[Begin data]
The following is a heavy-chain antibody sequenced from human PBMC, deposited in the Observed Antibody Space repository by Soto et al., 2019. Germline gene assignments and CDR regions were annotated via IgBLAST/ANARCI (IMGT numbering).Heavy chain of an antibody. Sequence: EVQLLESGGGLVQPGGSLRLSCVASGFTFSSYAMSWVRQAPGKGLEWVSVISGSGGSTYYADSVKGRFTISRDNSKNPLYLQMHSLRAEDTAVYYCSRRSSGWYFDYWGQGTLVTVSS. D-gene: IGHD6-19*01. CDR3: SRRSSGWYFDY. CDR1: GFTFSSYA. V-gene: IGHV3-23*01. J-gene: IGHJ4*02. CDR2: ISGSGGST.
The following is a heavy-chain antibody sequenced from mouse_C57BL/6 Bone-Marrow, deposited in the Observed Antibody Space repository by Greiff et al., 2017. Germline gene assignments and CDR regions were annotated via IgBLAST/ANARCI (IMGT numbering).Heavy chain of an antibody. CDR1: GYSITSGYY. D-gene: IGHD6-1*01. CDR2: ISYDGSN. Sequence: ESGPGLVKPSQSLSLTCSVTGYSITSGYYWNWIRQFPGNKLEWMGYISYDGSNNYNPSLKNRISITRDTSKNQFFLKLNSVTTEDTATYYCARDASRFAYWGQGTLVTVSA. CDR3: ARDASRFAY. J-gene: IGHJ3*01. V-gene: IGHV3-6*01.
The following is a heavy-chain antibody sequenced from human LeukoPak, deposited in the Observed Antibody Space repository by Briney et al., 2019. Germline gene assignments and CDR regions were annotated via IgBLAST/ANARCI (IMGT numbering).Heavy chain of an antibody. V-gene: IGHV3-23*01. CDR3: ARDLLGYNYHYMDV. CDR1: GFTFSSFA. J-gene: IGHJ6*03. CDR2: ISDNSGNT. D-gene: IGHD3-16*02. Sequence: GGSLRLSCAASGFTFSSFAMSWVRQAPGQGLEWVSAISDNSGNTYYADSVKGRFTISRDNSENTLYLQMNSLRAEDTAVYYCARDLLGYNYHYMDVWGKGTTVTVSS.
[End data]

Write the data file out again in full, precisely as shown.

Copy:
The following is a heavy-chain antibody sequenced from human PBMC, deposited in the Observed Antibody Space repository by Soto et al., 2019. Germline gene assignments and CDR regions were annotated via IgBLAST/ANARCI (IMGT numbering).Heavy chain of an antibody. Sequence: EVQLLESGGGLVQPGGSLRLSCVASGFTFSSYAMSWVRQAPGKGLEWVSVISGSGGSTYYADSVKGRFTISRDNSKNPLYLQMHSLRAEDTAVYYCSRRSSGWYFDYWGQGTLVTVSS. D-gene: IGHD6-19*01. CDR3: SRRSSGWYFDY. CDR1: GFTFSSYA. V-gene: IGHV3-23*01. J-gene: IGHJ4*02. CDR2: ISGSGGST.
The following is a heavy-chain antibody sequenced from mouse_C57BL/6 Bone-Marrow, deposited in the Observed Antibody Space repository by Greiff et al., 2017. Germline gene assignments and CDR regions were annotated via IgBLAST/ANARCI (IMGT numbering).Heavy chain of an antibody. CDR1: GYSITSGYY. D-gene: IGHD6-1*01. CDR2: ISYDGSN. Sequence: ESGPGLVKPSQSLSLTCSVTGYSITSGYYWNWIRQFPGNKLEWMGYISYDGSNNYNPSLKNRISITRDTSKNQFFLKLNSVTTEDTATYYCARDASRFAYWGQGTLVTVSA. CDR3: ARDASRFAY. J-gene: IGHJ3*01. V-gene: IGHV3-6*01.
The following is a heavy-chain antibody sequenced from human LeukoPak, deposited in the Observed Antibody Space repository by Briney et al., 2019. Germline gene assignments and CDR regions were annotated via IgBLAST/ANARCI (IMGT numbering).Heavy chain of an antibody. V-gene: IGHV3-23*01. CDR3: ARDLLGYNYHYMDV. CDR1: GFTFSSFA. J-gene: IGHJ6*03. CDR2: ISDNSGNT. D-gene: IGHD3-16*02. Sequence: GGSLRLSCAASGFTFSSFAMSWVRQAPGQGLEWVSAISDNSGNTYYADSVKGRFTISRDNSENTLYLQMNSLRAEDTAVYYCARDLLGYNYHYMDVWGKGTTVTVSS.